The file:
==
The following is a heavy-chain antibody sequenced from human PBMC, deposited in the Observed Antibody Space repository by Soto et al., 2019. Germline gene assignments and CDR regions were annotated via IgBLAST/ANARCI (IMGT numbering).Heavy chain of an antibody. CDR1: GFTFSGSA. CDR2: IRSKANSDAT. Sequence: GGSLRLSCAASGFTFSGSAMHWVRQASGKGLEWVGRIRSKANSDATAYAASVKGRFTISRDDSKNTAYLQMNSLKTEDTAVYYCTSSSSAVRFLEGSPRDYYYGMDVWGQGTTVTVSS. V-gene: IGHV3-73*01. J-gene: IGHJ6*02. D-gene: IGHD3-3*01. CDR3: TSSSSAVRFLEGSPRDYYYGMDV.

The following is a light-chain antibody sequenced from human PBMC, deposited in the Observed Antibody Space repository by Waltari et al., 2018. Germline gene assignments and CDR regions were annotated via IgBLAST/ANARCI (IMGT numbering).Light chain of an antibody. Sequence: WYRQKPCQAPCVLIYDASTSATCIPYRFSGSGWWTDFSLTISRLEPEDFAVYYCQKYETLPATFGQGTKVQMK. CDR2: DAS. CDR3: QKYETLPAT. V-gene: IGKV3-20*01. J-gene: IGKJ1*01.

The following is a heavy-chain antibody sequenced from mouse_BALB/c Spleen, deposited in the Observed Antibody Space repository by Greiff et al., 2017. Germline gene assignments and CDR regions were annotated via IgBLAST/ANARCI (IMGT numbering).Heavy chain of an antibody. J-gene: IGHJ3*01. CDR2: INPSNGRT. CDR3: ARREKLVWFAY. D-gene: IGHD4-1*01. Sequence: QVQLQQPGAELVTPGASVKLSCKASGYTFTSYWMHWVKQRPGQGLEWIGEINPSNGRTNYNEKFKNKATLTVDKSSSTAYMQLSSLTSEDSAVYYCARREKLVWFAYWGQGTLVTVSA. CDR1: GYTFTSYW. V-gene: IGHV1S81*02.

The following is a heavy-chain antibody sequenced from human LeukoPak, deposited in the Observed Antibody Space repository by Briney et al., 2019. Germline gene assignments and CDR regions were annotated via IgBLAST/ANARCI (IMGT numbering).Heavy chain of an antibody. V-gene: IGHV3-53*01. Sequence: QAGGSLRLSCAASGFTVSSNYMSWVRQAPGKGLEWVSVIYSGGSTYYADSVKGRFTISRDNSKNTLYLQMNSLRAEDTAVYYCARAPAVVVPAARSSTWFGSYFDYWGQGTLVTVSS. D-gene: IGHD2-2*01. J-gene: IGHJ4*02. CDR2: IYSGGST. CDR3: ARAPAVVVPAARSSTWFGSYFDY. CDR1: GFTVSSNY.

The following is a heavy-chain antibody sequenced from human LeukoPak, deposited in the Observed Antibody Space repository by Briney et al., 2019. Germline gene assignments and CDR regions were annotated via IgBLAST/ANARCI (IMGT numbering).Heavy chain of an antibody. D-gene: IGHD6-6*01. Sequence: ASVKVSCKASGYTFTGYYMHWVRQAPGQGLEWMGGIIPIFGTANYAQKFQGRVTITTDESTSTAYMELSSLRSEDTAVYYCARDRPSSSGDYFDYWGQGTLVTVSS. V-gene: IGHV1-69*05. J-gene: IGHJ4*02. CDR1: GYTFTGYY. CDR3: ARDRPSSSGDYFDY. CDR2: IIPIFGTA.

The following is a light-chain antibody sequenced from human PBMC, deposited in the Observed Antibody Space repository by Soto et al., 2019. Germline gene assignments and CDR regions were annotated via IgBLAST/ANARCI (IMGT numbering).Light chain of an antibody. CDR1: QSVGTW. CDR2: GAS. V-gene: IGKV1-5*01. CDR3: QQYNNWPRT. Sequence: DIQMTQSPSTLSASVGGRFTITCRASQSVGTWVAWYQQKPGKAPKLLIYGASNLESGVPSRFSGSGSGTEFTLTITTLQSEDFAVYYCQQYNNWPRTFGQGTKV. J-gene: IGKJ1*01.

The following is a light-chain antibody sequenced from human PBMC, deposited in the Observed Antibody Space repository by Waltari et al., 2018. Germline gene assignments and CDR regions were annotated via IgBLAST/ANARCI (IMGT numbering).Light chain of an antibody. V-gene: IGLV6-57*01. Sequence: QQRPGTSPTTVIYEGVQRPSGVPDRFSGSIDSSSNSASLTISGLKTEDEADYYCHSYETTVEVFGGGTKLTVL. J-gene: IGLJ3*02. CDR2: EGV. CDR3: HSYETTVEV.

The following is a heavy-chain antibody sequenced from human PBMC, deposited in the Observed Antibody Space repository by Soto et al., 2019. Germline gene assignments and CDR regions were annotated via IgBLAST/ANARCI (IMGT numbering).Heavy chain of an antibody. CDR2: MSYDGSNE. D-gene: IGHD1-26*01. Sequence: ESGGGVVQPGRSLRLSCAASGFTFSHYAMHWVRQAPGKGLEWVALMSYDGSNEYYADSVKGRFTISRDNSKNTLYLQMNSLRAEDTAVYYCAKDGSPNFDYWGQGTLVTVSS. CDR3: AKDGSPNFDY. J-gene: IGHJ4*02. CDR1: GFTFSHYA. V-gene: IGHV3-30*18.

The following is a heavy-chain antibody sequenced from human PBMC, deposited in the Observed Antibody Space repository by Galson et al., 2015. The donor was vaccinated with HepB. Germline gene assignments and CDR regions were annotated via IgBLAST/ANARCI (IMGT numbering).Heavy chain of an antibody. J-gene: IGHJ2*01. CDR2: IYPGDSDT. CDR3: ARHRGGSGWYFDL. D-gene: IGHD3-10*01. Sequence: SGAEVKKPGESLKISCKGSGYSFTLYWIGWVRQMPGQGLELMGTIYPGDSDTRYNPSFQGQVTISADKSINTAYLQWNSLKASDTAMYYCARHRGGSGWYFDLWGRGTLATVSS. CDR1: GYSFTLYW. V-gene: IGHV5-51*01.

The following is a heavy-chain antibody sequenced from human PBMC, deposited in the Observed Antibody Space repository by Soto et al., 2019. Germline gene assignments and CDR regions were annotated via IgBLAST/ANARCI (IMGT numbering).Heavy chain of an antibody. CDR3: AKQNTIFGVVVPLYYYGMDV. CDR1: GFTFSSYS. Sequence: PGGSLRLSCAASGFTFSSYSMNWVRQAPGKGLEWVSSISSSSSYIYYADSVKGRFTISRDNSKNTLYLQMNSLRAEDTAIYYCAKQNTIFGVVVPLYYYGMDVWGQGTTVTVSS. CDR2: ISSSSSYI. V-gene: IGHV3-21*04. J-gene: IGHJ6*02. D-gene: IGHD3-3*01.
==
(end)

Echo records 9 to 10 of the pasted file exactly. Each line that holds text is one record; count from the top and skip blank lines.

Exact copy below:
The following is a heavy-chain antibody sequenced from human PBMC, deposited in the Observed Antibody Space repository by Galson et al., 2015. The donor was vaccinated with HepB. Germline gene assignments and CDR regions were annotated via IgBLAST/ANARCI (IMGT numbering).Heavy chain of an antibody. J-gene: IGHJ2*01. CDR2: IYPGDSDT. CDR3: ARHRGGSGWYFDL. D-gene: IGHD3-10*01. Sequence: SGAEVKKPGESLKISCKGSGYSFTLYWIGWVRQMPGQGLELMGTIYPGDSDTRYNPSFQGQVTISADKSINTAYLQWNSLKASDTAMYYCARHRGGSGWYFDLWGRGTLATVSS. CDR1: GYSFTLYW. V-gene: IGHV5-51*01.

The following is a heavy-chain antibody sequenced from human PBMC, deposited in the Observed Antibody Space repository by Soto et al., 2019. Germline gene assignments and CDR regions were annotated via IgBLAST/ANARCI (IMGT numbering).Heavy chain of an antibody. CDR3: AKQNTIFGVVVPLYYYGMDV. CDR1: GFTFSSYS. Sequence: PGGSLRLSCAASGFTFSSYSMNWVRQAPGKGLEWVSSISSSSSYIYYADSVKGRFTISRDNSKNTLYLQMNSLRAEDTAIYYCAKQNTIFGVVVPLYYYGMDVWGQGTTVTVSS. CDR2: ISSSSSYI. V-gene: IGHV3-21*04. J-gene: IGHJ6*02. D-gene: IGHD3-3*01.